Promises in JavaScript

Hi everyone, welcome back. In this module, I will be discussing Promises in JavaScript. If you want to know about what are the features included in the latest version of JavaScript, then you can read our previous module in which I have discussed it. So, without any further delay, let’s get started to know Promises in JavaScript.

Promises in JavaScript

Promises in JavaScript

In JavaScript, promises are used for handling asynchronous operations. When dealing with several asynchronous activities, callbacks might create callback hell, which leads to unmanageable code, then promises become easy to manage. Promises in JavaScript provide better handling of errors than events and callbacks. It was introduced in ECMAScript 2015 or ES6.

A JavaScript promise is like a real-world promise. A promise has 2 possible results: either it will be kept at the right moment or it will not. The same is true with JavaScript promises. When we define a promise in JavaScript, it is either resolved or rejected.

A promise is defined as an object that can produce a single value in the future: either a resolved value or a reason for an unresolved promise. It has two properties: state & result.

Now, let’s see what the states of JavaScript promises are.

What are the states of JavaScript Promises?

JavaScript Promises have three states:

  • Pending: Promise is neither resolved nor rejected.
  • Fulfilled or Resolved: Promise is completed. The resultant value is a resolved value.
  • Rejected: Promise is not fulfilled. The resultant value is an error object.

For example, when a user requests data from the server with a promise, it remains in a pending state till we are receiving our data. The promise will be resolved successfully if we acquire the requested information from the server. However, if we do not receive the information, then the Promise will be rejected.

Let’s now see how to create promises in JavaScript.

How to create a promise in JavaScript?

In JavaScript, a promise object can be created by using the Promise constructor.

Syntax
let promise = new Promise(function(resolve, reject){
//statements
});

The promise constructor takes a callback function as an argument. The callback function takes 2 parameters: resolve for fulfilled promise & reject for the failure of promise.

The callback function inside the new Promise object is called the executor. The executor is automatically executed when a new promise is produced. A promise consists of producing code & consuming code.

A “producing code” is a set of statements that performs some operation & it takes time. It produces some results that will be used by the consuming code.

A “consuming code” is a set of statements that waits for the result from the producing code. A promise is a JavaScript object, which links the “production code” along with the “consumer code.”

let promise = new Promise(function(resolve, reject) {
// producing code
const a = "hello";
const b = "Hello"
  if(a === b) {
    resolve(); // call on fulfilled promise.
}
else {
  reject(); // call on rejected promise.
}
});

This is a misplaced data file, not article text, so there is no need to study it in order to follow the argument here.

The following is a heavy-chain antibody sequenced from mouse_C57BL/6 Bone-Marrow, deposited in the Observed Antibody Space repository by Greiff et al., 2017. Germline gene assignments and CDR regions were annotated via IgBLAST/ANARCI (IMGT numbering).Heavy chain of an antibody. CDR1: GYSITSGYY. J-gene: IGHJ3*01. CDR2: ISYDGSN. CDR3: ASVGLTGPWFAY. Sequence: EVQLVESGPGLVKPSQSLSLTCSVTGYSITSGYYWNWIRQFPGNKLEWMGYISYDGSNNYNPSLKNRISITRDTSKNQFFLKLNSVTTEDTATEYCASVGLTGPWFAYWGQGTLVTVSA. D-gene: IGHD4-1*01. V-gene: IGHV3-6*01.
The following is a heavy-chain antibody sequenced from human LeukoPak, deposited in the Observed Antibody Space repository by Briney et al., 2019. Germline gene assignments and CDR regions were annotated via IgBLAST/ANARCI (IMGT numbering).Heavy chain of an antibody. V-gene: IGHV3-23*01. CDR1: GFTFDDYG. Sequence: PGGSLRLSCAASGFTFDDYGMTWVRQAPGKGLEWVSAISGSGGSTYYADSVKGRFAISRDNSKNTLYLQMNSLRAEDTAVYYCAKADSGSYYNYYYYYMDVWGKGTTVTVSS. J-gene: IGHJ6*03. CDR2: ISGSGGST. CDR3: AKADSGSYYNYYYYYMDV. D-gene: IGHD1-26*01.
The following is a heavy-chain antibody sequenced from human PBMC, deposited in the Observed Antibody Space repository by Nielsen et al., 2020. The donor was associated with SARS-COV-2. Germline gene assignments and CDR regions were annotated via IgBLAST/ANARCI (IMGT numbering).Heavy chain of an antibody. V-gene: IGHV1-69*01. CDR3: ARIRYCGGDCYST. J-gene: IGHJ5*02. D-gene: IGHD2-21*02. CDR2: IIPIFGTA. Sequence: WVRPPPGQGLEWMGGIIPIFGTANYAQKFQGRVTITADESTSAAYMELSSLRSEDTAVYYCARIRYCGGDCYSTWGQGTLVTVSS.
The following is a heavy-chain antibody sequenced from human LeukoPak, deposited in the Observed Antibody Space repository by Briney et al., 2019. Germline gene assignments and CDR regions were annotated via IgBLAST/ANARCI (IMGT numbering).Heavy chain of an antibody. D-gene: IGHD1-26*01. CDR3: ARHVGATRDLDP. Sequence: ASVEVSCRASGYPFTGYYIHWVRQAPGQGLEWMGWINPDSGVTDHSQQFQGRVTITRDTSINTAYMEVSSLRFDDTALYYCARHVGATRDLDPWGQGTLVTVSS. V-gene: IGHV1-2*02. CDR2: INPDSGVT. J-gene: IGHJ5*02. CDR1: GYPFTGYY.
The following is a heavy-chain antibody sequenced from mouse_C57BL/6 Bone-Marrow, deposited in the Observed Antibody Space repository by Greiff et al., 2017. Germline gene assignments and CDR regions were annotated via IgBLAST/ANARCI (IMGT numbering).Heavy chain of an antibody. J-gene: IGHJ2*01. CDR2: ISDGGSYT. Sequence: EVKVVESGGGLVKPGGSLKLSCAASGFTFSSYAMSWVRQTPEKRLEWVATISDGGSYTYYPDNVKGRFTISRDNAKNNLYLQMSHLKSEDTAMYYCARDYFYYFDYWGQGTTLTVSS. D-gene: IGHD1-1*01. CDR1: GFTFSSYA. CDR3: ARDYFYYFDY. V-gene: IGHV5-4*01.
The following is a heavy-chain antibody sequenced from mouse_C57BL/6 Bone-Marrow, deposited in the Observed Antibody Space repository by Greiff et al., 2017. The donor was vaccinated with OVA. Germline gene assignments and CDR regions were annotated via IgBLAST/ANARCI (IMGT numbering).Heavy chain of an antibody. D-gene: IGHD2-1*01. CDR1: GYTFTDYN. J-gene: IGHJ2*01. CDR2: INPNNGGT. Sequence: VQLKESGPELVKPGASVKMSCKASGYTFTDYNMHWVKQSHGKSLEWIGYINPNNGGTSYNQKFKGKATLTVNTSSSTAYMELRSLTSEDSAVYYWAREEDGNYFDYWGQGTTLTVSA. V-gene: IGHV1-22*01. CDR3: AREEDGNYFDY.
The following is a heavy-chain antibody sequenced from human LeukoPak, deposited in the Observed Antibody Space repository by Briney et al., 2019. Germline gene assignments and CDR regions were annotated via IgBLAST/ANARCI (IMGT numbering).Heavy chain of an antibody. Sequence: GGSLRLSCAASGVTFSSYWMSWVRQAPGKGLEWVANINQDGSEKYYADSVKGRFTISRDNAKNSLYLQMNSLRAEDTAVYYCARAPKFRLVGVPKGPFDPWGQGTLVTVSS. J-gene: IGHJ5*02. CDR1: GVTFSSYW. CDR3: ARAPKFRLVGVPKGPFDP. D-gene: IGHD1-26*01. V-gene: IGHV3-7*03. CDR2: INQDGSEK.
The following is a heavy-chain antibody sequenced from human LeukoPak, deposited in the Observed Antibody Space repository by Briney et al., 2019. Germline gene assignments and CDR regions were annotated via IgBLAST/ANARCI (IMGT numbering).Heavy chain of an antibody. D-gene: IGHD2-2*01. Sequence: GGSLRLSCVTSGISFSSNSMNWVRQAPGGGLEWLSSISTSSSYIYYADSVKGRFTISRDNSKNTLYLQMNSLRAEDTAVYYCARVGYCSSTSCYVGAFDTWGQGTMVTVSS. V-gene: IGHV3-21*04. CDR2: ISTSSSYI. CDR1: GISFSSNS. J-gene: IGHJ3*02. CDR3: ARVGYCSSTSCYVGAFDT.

// consuming code, waiting for a promise to be resolved or fulfilled.
promise.then(function () {
  console.log('The promise is fulfilled.');
}).catch(function () {
  console.log('The promise is rejected.');
});

//Output
//The promise is rejected.

then() for a resolved promise

The then() method takes the callback function for the resolved promise as the first argument & the callback function for the rejected promise as the second argument.
After the promise is resolved, we can decide what to do next.
Syntax

.then(function(result){
// statements to be executed on fulfilled promise
}, function(error){
// statements to be executed on rejected promise
});

For example,

let promise = new Promise(function(resolve, reject) {
  resolve('Resolved Promise');
})
promise.then(function(success) {
  console.log(success);
},function(error) {
  console.log(error);
});
//Output
//Resolved Promis
let promise = new Promise(function(resolve, reject) {
  reject('Rejected Promise');
})
promise.then(function(success) {
  console.log(success);
},function(error) {
  console.log(error);
});
//Output
//Rejected Promise

catch() method for rejected promise

It is executed when some error occurs or a promise is rejected.

Syntax
.catch(function(error){
// handling error for rejected promise
});

For example,

let promise = new Promise(function(resolve, reject) {
  reject('Promise Rejected')
})

promise.then(function(success) {
  console.log(success);
}).catch(function(error) {
  console.log(error);
});
//Output
//Promise Rejected

How to convert promise to array JavaScript?

We can convert a list of promises into an array by using the Promise.all() static method in JavaScript. The Promise.all() Method takes an iterable of promises as an input, returning a single promise to an array of input promises. This returned promise will resolve when all input promises have been resolved, or rejected if any of the input promises has been rejected.

const p1 = Promise.resolve(10);
const p2 = 50;
const p3 = new Promise((resolve, reject) => {
  setTimeout(resolve, 200, 'Hello');
});
Promise.all([p1, p2, p3]).then((value) => {
  console.log(value);
});

//Output
//Array [10, 50, "Hello"]

I hope this module will be beneficial & now you have got some basic knowledge of Promises in JavaScript & how to create promises. As a beginner, it will take some time to understand properly how promises work, but by practicing it, you will get to know about it. In the next module, I will be discussing async & await in JavaScript. You can refer to our website for getting more informative modules like this.